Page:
ZIP THE PINHEAD – What is it?

ZIP THE PINHEAD - What is it?

A pinhead is a person born with a condition known as microcephaly. It is a neurological disorder and is characterized by a smaller than average head. Biologically, during conception the head fails to grow in time with the face – which continues to develop at a normal rate; this produces a person with a small head and a receding forehead. As the individual grows older, the smallness of the skull becomes more obvious, although the entire body also is often underweight and dwarfed. It is very common that the development of motor functions and speech are also usually delayed and mental retardation is common in persons with microcephaly. The term Microcephaly is really a blanket term for many similar disorders. It may be congenital or the result of various syndromes associated with chromosomal abnormalities.What is known is that pinheads have always been a very popular draw.

Most pinheads are shorter than average and have a very distinct appearance thus, during the early years of sideshow, many pinheads were exhibited as a variant species – The Missing Link or ‘The Last of the Aztecs’ were common monikers. There was one individual during the Golden Age of sideshow who was simply considered indescribable.Those who looked upon Zip the Pinhead simply had to exclaim, ‘What is it?’

Born in 1842 as William Henry Johnson, Zip was technically a pinhead – however his condition was not nearly as pronounced as many of the other pinhead performers. However he enjoyed an incredibly long and profitable career and over those many years he was known by many names. At various stages in his career he was ‘The Monkey Man’ or ‘The Man-Monkey’. He was also known as ‘The Missing Link’, the ‘What is it?’ and Zip the Pinhead.

While William was actually born in New Jersey, those who saw him on stage would swear that he was from another planet. When P. T. Barnum recruited him in 1860 and transformed him into Zip Barnum shaved William’s head –except for a small tuft on the top of his head – and dressed him in a bizarre fur suit and then pitched Zip as a missing link.Barnum claimed that zip was ‘found during a gorilla-hunting expedition near the Gambia River in western Africa’ and he also claimed that Zip was the member of a ‘naked race of men, traveling about by climbing on tree branches’.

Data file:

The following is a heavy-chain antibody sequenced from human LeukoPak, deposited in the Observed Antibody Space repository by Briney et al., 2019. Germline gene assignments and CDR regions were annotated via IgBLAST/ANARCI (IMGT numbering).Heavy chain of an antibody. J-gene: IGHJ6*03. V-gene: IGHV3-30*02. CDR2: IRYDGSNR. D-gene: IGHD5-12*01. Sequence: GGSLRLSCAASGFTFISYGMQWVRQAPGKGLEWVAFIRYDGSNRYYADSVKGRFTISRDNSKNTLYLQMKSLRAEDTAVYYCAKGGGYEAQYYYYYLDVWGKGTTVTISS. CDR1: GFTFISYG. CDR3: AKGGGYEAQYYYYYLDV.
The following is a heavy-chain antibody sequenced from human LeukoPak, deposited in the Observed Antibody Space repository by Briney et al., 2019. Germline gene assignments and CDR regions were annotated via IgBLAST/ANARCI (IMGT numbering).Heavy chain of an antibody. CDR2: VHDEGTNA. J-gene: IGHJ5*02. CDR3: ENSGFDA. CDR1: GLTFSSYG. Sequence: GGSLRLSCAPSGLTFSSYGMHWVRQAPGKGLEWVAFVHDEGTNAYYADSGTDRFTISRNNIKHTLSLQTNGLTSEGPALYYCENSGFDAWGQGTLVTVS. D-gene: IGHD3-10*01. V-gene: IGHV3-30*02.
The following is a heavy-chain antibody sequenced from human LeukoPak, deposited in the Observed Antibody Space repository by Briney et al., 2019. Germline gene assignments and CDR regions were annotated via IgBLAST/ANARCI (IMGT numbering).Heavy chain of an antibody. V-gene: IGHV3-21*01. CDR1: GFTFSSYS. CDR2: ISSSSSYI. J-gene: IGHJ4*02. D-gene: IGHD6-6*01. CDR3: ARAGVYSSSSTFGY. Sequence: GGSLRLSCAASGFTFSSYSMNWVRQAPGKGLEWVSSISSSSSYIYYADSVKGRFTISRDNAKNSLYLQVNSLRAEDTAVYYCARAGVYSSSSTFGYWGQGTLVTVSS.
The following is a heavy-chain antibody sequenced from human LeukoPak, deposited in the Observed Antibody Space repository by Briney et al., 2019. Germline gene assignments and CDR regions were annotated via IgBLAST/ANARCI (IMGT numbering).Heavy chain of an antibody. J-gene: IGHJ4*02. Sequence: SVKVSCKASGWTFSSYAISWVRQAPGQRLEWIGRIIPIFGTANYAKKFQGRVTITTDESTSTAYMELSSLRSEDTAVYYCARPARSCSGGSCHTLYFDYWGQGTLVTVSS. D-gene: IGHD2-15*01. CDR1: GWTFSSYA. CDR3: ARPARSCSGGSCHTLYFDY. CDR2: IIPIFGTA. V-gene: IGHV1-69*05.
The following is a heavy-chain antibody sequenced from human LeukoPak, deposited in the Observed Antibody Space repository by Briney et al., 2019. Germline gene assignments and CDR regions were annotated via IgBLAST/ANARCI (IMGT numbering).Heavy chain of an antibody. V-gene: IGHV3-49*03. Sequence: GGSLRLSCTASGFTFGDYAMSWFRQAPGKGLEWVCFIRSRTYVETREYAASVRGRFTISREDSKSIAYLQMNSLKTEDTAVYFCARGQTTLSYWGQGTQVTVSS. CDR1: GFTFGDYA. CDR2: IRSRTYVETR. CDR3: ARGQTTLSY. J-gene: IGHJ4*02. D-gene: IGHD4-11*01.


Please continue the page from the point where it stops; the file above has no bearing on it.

Zip dove into his character.He would never speak during a performance and would only grunt when addressed or questioned. Legend actually has it that Barnum paid Zip a dollar every day to keep quiet and in character. By all accounts Zip earned that dollar by acting like a complete and total madman.

Charles Dickens visited and attended a performance by Zip in 1867 as a personal guest of P. T. Barnum.As he watched Zip on stage behaving like a lunatic – with his pointed head a hair suit – Charles learned into Barnum and asked quite seriously, ‘Barnum, what is it?’. Barnum was ecstatic at this reaction and repeated the ‘What is it’ phrase on posters, pamphlets and billboards so extensively that for a time many people thought the character William portrayed was actually named ‘What is it’, and not Zip at all. Regardless of the confusion, Zip became Barnum’s most consistent draw and due to that position Zip became one of the better paid performers – $100 a week in addition to that $1 a day ‘hush money’.

Zip outlasted Barnum’s solo ventures and continued to work with Ringling Bros. and Barnum and Bailey shows. He was often featured at Coney Island and in dime museums across the U.S. William’s character gradually evolved considerably from the Wildman persona and into more of a comedy act. Zip would carry around a pop gun a fired it off at other performers who threatened his popularity and he later took to playing a violin enthusiastically and so poorly that patrons would pay him to stop. It was also during this time that Zip assumed another nickname – he was known as ‘The Playful Pinhead’. During this time he was very well know for his comedic behavior.When patrons tossed coins onto the stage – as was common at the time – Zip would scurry about and toss the coins back, as if insulted by having someone throw something at him.As a publicity stunt, he came forward during the Scope monkey trial of 1925 and offered himself as evidence.

As he became older and a senior member of the sideshow community Zip became known as the ‘Dean of Freaks’ and he continued to perform into his 80’s until he passed on April 24, 1926 of bronchitis. His funeral was attended by hundreds of fellow performers as he was loved and respected by his peers. The funeral home on that day was filled to capacity with his fellow freak performers – all paying their last respects to the greatest marvel of the era. The funeral must have been quite the sight as mourners included giants like Jim Tarver, the Texas Giant and Jack Earle, the Tallest Man in the World and Fat Lady’s, like Jolly Irene, who required entire pews just to be seated. Other marvelous mourners were not as easily identifiable as Frank Graf, The Tattooed Man wore a modest suit and Joe Kramer, the man with the rubber neck, stood facing forward for a change. Many other human marvels attended the service – from swordswallowers to midgets- and all of them had known Zip for many years.